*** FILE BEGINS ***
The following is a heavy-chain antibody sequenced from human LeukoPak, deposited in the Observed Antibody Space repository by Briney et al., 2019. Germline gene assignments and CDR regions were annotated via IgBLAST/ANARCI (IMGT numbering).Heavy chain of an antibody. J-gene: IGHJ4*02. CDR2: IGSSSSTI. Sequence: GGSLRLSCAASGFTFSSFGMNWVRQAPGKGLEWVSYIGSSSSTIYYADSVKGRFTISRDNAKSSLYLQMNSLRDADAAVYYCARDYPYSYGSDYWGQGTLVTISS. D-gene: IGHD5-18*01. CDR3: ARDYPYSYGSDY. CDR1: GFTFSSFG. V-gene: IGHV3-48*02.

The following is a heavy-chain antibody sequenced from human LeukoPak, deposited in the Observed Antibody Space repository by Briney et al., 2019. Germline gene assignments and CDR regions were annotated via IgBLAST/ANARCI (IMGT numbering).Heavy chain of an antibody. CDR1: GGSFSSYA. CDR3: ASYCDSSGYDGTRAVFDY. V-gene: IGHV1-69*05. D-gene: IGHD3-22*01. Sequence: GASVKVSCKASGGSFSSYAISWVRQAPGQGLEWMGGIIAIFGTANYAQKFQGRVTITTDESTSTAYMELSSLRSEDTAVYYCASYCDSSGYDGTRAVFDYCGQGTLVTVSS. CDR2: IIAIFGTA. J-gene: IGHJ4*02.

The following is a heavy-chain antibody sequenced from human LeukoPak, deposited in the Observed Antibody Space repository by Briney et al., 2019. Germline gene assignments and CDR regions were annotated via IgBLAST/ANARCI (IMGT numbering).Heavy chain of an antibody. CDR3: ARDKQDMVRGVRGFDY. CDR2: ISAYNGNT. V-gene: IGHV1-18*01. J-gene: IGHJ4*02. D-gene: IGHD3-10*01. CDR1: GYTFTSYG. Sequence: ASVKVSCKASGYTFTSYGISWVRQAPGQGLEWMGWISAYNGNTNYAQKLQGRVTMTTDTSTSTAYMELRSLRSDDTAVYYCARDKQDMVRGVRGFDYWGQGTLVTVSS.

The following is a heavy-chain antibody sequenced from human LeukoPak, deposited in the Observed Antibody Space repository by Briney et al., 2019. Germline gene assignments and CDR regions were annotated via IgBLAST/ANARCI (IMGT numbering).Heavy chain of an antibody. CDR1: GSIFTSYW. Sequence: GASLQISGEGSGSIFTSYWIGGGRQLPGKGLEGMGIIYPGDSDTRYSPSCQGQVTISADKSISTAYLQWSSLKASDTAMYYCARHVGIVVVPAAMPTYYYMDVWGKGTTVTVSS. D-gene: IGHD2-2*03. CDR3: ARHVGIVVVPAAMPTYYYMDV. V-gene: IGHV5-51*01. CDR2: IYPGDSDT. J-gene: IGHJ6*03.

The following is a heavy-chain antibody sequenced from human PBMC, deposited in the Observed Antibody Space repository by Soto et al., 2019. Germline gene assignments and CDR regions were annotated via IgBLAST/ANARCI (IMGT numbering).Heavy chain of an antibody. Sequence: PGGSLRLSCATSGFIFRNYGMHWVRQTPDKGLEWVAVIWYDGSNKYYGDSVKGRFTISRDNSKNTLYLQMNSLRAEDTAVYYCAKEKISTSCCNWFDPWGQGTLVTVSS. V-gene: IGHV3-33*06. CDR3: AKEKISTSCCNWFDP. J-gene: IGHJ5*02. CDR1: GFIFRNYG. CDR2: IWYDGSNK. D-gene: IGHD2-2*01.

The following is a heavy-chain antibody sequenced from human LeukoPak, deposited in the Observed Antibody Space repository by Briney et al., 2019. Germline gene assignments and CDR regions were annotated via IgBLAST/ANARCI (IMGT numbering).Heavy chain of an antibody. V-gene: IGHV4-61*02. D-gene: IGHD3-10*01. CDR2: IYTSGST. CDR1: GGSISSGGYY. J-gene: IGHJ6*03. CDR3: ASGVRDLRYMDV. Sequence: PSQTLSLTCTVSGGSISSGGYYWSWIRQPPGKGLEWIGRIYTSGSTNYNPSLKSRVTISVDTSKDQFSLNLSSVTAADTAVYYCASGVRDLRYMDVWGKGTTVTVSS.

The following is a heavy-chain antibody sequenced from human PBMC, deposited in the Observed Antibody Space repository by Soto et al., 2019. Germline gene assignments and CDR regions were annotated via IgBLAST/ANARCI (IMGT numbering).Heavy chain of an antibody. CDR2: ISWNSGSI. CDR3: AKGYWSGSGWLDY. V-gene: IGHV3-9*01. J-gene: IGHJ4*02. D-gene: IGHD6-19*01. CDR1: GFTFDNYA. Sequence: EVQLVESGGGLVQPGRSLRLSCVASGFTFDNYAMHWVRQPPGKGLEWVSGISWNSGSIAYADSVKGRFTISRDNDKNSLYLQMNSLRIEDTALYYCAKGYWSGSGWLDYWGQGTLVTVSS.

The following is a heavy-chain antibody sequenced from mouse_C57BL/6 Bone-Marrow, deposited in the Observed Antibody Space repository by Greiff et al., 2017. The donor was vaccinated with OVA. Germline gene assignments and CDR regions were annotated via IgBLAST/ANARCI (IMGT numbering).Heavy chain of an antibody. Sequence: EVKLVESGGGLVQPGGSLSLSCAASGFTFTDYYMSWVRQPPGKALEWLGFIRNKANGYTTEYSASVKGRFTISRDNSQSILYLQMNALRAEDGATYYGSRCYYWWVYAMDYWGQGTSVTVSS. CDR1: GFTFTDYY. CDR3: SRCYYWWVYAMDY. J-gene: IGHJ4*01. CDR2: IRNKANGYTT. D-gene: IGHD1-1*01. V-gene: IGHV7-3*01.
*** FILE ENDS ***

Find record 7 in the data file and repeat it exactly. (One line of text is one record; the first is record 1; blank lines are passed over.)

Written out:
The following is a heavy-chain antibody sequenced from human PBMC, deposited in the Observed Antibody Space repository by Soto et al., 2019. Germline gene assignments and CDR regions were annotated via IgBLAST/ANARCI (IMGT numbering).Heavy chain of an antibody. CDR2: ISWNSGSI. CDR3: AKGYWSGSGWLDY. V-gene: IGHV3-9*01. J-gene: IGHJ4*02. D-gene: IGHD6-19*01. CDR1: GFTFDNYA. Sequence: EVQLVESGGGLVQPGRSLRLSCVASGFTFDNYAMHWVRQPPGKGLEWVSGISWNSGSIAYADSVKGRFTISRDNDKNSLYLQMNSLRIEDTALYYCAKGYWSGSGWLDYWGQGTLVTVSS.